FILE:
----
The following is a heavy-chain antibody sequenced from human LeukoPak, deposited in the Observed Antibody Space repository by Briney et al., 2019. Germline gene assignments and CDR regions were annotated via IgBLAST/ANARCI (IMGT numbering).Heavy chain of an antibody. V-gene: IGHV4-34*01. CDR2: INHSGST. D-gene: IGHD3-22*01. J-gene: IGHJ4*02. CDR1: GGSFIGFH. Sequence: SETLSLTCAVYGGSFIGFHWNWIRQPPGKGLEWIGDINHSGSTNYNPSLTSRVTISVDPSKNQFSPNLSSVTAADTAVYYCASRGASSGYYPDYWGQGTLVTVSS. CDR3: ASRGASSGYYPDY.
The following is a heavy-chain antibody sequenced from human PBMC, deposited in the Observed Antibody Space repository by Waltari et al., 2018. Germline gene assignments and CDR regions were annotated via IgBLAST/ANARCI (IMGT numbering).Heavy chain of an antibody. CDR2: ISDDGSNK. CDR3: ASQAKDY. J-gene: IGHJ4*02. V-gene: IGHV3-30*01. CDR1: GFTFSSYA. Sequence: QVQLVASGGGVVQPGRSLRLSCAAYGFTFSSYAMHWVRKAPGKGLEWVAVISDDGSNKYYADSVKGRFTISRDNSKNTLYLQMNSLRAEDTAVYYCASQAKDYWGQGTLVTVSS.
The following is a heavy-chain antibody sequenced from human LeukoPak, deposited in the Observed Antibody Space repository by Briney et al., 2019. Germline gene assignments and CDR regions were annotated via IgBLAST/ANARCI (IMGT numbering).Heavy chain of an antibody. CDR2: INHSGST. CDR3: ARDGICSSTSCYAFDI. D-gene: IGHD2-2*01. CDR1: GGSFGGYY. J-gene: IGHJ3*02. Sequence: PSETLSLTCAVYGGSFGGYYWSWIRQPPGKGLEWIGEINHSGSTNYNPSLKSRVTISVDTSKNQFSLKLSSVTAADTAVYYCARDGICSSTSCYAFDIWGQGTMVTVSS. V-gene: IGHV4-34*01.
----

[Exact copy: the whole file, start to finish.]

The following is a heavy-chain antibody sequenced from human LeukoPak, deposited in the Observed Antibody Space repository by Briney et al., 2019. Germline gene assignments and CDR regions were annotated via IgBLAST/ANARCI (IMGT numbering).Heavy chain of an antibody. V-gene: IGHV4-34*01. CDR2: INHSGST. D-gene: IGHD3-22*01. J-gene: IGHJ4*02. CDR1: GGSFIGFH. Sequence: SETLSLTCAVYGGSFIGFHWNWIRQPPGKGLEWIGDINHSGSTNYNPSLTSRVTISVDPSKNQFSPNLSSVTAADTAVYYCASRGASSGYYPDYWGQGTLVTVSS. CDR3: ASRGASSGYYPDY.
The following is a heavy-chain antibody sequenced from human PBMC, deposited in the Observed Antibody Space repository by Waltari et al., 2018. Germline gene assignments and CDR regions were annotated via IgBLAST/ANARCI (IMGT numbering).Heavy chain of an antibody. CDR2: ISDDGSNK. CDR3: ASQAKDY. J-gene: IGHJ4*02. V-gene: IGHV3-30*01. CDR1: GFTFSSYA. Sequence: QVQLVASGGGVVQPGRSLRLSCAAYGFTFSSYAMHWVRKAPGKGLEWVAVISDDGSNKYYADSVKGRFTISRDNSKNTLYLQMNSLRAEDTAVYYCASQAKDYWGQGTLVTVSS.
The following is a heavy-chain antibody sequenced from human LeukoPak, deposited in the Observed Antibody Space repository by Briney et al., 2019. Germline gene assignments and CDR regions were annotated via IgBLAST/ANARCI (IMGT numbering).Heavy chain of an antibody. CDR2: INHSGST. CDR3: ARDGICSSTSCYAFDI. D-gene: IGHD2-2*01. CDR1: GGSFGGYY. J-gene: IGHJ3*02. Sequence: PSETLSLTCAVYGGSFGGYYWSWIRQPPGKGLEWIGEINHSGSTNYNPSLKSRVTISVDTSKNQFSLKLSSVTAADTAVYYCARDGICSSTSCYAFDIWGQGTMVTVSS. V-gene: IGHV4-34*01.